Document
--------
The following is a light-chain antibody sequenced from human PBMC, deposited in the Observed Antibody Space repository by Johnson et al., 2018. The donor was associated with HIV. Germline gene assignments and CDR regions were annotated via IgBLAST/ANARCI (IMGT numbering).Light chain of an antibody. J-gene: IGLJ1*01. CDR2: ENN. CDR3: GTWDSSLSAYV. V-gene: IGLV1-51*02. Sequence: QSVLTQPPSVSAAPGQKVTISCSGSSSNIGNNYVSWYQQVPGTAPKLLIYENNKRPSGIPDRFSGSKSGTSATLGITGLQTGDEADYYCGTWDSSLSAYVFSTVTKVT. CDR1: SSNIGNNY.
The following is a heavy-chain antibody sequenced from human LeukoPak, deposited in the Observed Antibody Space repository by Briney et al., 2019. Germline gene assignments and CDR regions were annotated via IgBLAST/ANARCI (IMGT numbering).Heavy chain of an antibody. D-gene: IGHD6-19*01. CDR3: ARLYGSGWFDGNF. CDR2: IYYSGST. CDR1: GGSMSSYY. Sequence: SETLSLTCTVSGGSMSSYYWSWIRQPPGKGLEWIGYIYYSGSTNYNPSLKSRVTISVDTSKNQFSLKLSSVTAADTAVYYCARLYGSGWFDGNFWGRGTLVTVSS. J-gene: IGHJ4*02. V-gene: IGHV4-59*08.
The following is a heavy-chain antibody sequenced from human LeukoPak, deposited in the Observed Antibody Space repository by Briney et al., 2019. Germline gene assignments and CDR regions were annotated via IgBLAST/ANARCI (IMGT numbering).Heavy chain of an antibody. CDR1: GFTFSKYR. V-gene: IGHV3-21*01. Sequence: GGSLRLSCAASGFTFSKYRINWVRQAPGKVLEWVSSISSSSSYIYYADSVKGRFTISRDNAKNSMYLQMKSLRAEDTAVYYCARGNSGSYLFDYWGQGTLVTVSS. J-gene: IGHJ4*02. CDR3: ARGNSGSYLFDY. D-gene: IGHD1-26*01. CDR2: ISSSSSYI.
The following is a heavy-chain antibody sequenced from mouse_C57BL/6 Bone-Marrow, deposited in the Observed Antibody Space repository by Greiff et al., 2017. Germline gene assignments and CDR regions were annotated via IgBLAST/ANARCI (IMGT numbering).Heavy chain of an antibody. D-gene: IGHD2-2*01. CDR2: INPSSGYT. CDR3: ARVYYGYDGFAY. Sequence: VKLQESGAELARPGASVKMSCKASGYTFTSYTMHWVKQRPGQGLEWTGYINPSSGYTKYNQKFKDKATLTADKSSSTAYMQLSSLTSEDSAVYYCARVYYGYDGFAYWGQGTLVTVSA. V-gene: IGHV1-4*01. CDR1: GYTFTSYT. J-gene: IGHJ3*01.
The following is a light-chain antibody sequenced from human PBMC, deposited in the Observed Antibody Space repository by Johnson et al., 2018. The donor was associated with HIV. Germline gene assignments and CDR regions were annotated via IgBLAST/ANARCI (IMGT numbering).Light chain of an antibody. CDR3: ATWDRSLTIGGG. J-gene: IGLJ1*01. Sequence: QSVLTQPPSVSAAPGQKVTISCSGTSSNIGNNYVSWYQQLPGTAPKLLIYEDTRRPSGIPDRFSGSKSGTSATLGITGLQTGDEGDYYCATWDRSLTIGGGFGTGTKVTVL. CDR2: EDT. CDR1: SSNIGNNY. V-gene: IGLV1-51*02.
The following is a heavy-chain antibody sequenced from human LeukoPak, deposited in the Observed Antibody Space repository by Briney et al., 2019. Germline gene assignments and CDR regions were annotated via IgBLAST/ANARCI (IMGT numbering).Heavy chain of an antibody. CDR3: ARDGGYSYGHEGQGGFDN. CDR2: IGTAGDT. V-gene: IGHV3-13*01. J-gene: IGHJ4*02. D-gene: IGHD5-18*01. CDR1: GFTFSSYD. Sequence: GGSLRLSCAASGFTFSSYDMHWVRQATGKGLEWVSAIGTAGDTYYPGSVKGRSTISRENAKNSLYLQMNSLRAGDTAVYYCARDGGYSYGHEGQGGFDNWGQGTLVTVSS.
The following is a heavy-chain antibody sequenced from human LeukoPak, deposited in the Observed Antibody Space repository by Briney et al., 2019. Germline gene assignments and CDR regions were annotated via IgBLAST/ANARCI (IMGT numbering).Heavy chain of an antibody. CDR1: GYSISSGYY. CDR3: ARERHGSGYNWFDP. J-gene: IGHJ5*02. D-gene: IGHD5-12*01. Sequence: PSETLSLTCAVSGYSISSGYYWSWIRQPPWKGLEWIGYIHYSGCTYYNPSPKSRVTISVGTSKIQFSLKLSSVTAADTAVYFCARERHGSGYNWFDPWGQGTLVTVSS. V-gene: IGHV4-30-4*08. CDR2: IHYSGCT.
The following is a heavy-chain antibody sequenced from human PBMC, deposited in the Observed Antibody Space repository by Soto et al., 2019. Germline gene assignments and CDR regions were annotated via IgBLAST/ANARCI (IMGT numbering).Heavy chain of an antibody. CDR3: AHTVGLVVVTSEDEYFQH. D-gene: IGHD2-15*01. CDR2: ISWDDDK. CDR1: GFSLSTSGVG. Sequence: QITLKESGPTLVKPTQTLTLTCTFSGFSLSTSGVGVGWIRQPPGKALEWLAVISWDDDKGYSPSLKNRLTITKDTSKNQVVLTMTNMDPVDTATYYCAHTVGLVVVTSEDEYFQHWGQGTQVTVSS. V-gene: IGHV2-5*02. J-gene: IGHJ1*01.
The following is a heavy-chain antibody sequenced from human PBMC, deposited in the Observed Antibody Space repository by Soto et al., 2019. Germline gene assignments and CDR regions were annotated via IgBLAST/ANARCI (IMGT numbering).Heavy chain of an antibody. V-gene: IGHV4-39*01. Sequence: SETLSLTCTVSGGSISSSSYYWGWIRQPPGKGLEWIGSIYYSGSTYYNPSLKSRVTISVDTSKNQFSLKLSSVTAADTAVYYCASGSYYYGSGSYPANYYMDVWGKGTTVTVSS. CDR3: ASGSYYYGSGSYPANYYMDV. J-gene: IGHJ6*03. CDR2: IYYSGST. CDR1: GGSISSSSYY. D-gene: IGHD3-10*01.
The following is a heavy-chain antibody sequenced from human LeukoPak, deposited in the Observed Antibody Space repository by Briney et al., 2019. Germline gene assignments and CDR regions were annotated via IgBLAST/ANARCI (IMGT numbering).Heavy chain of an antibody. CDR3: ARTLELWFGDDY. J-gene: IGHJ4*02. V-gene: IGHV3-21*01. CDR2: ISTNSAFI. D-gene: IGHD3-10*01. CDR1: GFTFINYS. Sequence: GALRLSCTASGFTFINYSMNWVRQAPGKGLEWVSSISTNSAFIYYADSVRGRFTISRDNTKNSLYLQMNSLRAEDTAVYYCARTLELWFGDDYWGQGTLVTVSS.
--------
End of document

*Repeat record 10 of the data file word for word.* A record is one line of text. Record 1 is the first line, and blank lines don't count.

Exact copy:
The following is a heavy-chain antibody sequenced from human LeukoPak, deposited in the Observed Antibody Space repository by Briney et al., 2019. Germline gene assignments and CDR regions were annotated via IgBLAST/ANARCI (IMGT numbering).Heavy chain of an antibody. CDR3: ARTLELWFGDDY. J-gene: IGHJ4*02. V-gene: IGHV3-21*01. CDR2: ISTNSAFI. D-gene: IGHD3-10*01. CDR1: GFTFINYS. Sequence: GALRLSCTASGFTFINYSMNWVRQAPGKGLEWVSSISTNSAFIYYADSVRGRFTISRDNTKNSLYLQMNSLRAEDTAVYYCARTLELWFGDDYWGQGTLVTVSS.